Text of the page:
Work in a private hospital in Saudi Arabia

Saudi Arabia: country without laws


The dermatologist Shahrzad Amier fails in her work at a private hospital in Riyadh because of the sexism of society and the lack of rights of foreign workers.

Despite, or perhaps because of, the bad reputation the media have spread about Saudi Arabia, I accepted a contract as a dermatologist in a private clinic in Riyadh. It wasn't my first stay abroad. I had already worked several times in different countries and cultures - even under difficult conditions such as in Ghana and Bangladesh.

But everything was different here! It started as soon as I arrived at the airport: At passport control, the officer who was holding my passport shouted: "Al ...!" Then one of the many men waiting there came to the counter, took my passport and ran, without introducing myself to the baggage claim. In panic, I ran after my passport or the young man in the white robe, who only seemed to notice me after a while and who finally introduced himself as an employee of the clinic where I was to work in the future.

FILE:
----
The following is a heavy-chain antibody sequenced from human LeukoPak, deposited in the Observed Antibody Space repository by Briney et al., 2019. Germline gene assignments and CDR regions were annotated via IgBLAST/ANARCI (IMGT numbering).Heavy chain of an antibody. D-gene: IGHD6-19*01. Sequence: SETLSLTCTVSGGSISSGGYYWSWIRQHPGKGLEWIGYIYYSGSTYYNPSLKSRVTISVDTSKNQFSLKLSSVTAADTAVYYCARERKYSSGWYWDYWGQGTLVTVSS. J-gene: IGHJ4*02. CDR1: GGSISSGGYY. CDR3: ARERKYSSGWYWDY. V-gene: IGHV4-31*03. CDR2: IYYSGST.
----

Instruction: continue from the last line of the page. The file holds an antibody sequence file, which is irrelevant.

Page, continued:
In Saudi Arabia, the sponsorship system applies, which means that the visa is linked to the employment contract. So you are at the mercy of your employer during your entire stay. He confiscates the passport, and he determines whether and when you can leave the country again. In addition, there is no law to protect workers. The employer can set the working hours as he sees fit. Whether and when he pays the salary is also at his discretion.

I was driven from the airport to where my husband and I would live for the next two years. It was fenced in with barbed wire and guarded by soldiers. Europeans and Americans have been housed in such ghettos for years out of fear of terrorist attacks. Although the hospital was only a ten-minute walk away, management, colleagues, and drivers warned me not to walk there. It is not right to be seen alone on the street as a woman.

The clinic itself reflects the caste system of Saudi Arabia. The doctors have been trained in Lebanon, Syria or other Arab countries, but mainly in Canada, in the USA and partly in Europe. The salary is by no means the same for everyone. It depends on the origin. The nurses are Filipinas, the cleaners are Bangladeshis, the drivers are Indians. A trip home is only possible for her after her two-year contract has expired.